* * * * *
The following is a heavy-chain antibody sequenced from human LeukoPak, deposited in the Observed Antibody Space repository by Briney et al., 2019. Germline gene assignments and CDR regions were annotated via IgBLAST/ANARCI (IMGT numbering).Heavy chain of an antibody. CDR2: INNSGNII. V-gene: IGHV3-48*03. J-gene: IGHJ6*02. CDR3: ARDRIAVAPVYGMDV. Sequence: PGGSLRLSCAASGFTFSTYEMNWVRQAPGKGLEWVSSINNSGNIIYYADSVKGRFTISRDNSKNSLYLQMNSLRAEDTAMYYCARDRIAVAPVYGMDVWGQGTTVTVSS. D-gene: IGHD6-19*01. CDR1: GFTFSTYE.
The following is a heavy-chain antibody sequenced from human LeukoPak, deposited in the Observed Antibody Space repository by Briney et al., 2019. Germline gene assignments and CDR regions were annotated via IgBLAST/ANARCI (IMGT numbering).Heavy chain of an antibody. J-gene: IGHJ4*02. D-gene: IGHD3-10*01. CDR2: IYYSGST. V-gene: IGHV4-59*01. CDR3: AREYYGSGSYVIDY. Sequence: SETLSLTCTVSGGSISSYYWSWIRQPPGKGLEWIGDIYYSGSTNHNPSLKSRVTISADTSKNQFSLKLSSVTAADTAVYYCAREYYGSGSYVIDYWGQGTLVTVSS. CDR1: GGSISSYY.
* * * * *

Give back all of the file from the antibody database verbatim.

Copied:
The following is a heavy-chain antibody sequenced from human LeukoPak, deposited in the Observed Antibody Space repository by Briney et al., 2019. Germline gene assignments and CDR regions were annotated via IgBLAST/ANARCI (IMGT numbering).Heavy chain of an antibody. CDR2: INNSGNII. V-gene: IGHV3-48*03. J-gene: IGHJ6*02. CDR3: ARDRIAVAPVYGMDV. Sequence: PGGSLRLSCAASGFTFSTYEMNWVRQAPGKGLEWVSSINNSGNIIYYADSVKGRFTISRDNSKNSLYLQMNSLRAEDTAMYYCARDRIAVAPVYGMDVWGQGTTVTVSS. D-gene: IGHD6-19*01. CDR1: GFTFSTYE.
The following is a heavy-chain antibody sequenced from human LeukoPak, deposited in the Observed Antibody Space repository by Briney et al., 2019. Germline gene assignments and CDR regions were annotated via IgBLAST/ANARCI (IMGT numbering).Heavy chain of an antibody. J-gene: IGHJ4*02. D-gene: IGHD3-10*01. CDR2: IYYSGST. V-gene: IGHV4-59*01. CDR3: AREYYGSGSYVIDY. Sequence: SETLSLTCTVSGGSISSYYWSWIRQPPGKGLEWIGDIYYSGSTNHNPSLKSRVTISADTSKNQFSLKLSSVTAADTAVYYCAREYYGSGSYVIDYWGQGTLVTVSS. CDR1: GGSISSYY.